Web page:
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The best mini PC for gaming: the top small gaming PC builds in 2020

PCs don’t have to be enormous machines and building a compact PC is easier than ever

Best mini PC builds

The best mini PC for gaming might be an Xbox One S-sized rig containing one of the best graphics cards around, or it might be more of a budget compact PC that provides excellent value for money. There are a range of small form-factor components to choose from, including some from Intel, AMD, and Nvidia, which means creating a great mini gaming PC rig capable of getting you up and running in Minecraft or Call of Duty: Warzone isn’t too difficult these days.

The classic image of a gaming PC is some hulking behemoth of a machine, all frantically spinning fans, blazing rainbow RGB LEDs, and monstrously large graphics cards. But that doesn’t have to be the case anymore with a great small gaming PC – you don’t have to make massive compromises on performance just to lessen your PC’s overall footprint. There are small form factor cases which can still house full-scale components in their TARDIS-like innards.

And sometimes you’ll want a PC that’s not seen and not heard, and thanks to AMD’s Raven Ridge CPU-GPU hybrid platform you can create some incredible mini PC gaming machines. In other words, you don’t always need a pre-built Asus mini PC or Dell mini PC to get a pretty professional compact machine. The actual process of putting the rig together doesn’t differ that greatly to a full-size build, so check out our how to build a gaming PC guide for the basics.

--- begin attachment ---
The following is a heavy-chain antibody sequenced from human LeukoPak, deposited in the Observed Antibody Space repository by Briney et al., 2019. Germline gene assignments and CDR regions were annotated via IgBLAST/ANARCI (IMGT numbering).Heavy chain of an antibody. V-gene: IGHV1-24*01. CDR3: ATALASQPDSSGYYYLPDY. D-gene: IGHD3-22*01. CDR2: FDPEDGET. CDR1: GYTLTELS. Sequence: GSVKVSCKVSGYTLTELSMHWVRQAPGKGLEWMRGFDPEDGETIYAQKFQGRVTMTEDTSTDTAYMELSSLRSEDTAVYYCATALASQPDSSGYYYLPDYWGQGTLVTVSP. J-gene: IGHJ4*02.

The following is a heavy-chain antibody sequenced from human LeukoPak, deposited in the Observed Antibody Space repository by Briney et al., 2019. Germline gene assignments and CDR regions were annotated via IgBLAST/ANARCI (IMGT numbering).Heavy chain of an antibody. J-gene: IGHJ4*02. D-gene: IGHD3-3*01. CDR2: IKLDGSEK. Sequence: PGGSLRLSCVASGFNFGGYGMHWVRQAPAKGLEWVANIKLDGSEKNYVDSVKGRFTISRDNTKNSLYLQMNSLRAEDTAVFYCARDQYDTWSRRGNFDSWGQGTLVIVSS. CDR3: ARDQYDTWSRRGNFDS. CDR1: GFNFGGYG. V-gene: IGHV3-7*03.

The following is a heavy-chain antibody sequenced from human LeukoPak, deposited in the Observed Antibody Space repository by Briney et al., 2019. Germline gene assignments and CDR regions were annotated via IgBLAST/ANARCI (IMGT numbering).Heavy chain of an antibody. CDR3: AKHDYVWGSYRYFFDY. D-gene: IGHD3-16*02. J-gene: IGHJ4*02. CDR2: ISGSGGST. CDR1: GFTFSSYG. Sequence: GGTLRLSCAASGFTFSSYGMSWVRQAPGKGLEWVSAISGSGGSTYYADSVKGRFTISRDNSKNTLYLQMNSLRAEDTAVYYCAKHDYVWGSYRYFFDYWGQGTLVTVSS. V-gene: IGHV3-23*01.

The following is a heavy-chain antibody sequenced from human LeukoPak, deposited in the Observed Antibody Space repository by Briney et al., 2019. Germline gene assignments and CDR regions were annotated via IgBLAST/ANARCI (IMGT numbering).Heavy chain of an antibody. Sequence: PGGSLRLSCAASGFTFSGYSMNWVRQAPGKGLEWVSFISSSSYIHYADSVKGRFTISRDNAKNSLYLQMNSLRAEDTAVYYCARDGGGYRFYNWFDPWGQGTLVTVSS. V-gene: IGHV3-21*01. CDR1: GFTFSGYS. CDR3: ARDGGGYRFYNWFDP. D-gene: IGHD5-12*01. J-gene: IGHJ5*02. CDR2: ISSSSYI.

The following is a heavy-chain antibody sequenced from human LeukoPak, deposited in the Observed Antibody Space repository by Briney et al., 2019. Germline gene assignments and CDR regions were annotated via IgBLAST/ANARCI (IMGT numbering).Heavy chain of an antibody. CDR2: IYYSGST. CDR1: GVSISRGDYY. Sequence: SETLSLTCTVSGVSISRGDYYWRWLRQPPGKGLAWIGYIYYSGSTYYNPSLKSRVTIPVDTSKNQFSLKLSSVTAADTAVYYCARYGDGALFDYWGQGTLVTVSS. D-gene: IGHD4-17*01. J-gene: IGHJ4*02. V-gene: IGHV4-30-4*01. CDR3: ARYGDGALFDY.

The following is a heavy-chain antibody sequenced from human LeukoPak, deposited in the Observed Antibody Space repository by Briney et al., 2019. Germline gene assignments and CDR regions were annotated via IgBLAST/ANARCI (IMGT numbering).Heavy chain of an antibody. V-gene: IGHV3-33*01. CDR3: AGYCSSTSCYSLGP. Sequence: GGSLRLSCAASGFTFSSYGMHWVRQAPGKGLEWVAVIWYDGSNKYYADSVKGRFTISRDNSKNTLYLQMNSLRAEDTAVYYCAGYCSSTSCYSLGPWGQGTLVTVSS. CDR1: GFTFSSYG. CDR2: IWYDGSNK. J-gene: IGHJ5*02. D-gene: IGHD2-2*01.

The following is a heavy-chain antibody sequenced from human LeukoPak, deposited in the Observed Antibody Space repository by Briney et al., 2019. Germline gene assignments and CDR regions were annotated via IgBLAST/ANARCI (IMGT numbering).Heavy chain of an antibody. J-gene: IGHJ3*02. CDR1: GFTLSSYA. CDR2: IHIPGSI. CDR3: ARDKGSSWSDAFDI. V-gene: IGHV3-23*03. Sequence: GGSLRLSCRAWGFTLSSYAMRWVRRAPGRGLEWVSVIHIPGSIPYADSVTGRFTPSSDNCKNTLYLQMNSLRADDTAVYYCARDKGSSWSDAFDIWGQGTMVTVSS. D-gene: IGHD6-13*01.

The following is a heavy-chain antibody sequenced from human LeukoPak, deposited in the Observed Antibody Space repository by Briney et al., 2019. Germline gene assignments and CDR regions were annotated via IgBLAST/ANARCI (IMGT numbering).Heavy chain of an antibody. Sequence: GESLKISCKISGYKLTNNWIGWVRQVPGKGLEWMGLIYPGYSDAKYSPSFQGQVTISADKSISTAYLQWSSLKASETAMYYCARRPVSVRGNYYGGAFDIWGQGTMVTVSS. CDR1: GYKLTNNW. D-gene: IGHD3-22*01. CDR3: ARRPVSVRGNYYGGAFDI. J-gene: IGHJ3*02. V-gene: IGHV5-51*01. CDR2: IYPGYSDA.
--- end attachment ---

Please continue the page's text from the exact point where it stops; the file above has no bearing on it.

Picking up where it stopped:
For a mini PC build, component choice is absolutely the most important thing. We’ve picked three different kinds of machine, from a tiny GPU-less Raven Ridge machine, to a pint-sized all-rounder GTX 1660 Super rig, all the way up to a 24-thread mini-monster with an RTX 2080 Super.

The best mini PCs for gaming are:

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AMD Ryzen 5 3400g mini PC

The best mini PC for gaming is this AMD Ryzen 5 3400G-based system.

The graphical power of AMD’s desktop APUs means you can build a 1080p compact gaming PC that doesn’t need to have a discrete graphics card plugged into it. The current Ryzen 5 3400G has a little extra graphical oomph, offering between a 6 and 17% gaming performance boost compared with the previous Ryzen 5 2400G. We’ve placed this small gaming PC build at the top of the list because it really does the best job at being mini without making too many performance sacrifices.

With this Ryzen 5 3400G build, you get a rig which is capable of topping 50fps on average in GTA V at 1080p on ‘high’ settings. With more modern games you’ll have to drop your resolution down to 720p to get some decent gaming performance. But if you’re just after this as an esports level machine then it will absolutely fly with Overwatch, LoL, and DOTA.